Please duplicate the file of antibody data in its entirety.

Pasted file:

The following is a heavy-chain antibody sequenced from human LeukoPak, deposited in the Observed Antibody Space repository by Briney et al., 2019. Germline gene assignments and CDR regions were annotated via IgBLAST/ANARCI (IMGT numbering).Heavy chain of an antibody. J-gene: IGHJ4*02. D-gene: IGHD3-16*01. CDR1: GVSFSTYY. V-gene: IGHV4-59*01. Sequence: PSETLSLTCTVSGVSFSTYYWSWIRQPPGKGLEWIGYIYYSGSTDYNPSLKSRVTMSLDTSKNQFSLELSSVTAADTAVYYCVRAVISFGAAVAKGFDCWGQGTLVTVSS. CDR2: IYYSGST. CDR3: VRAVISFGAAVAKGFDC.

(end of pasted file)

The following is a heavy-chain antibody sequenced from human LeukoPak, deposited in the Observed Antibody Space repository by Briney et al., 2019. Germline gene assignments and CDR regions were annotated via IgBLAST/ANARCI (IMGT numbering).Heavy chain of an antibody. J-gene: IGHJ4*02. D-gene: IGHD3-16*01. CDR1: GVSFSTYY. V-gene: IGHV4-59*01. Sequence: PSETLSLTCTVSGVSFSTYYWSWIRQPPGKGLEWIGYIYYSGSTDYNPSLKSRVTMSLDTSKNQFSLELSSVTAADTAVYYCVRAVISFGAAVAKGFDCWGQGTLVTVSS. CDR2: IYYSGST. CDR3: VRAVISFGAAVAKGFDC.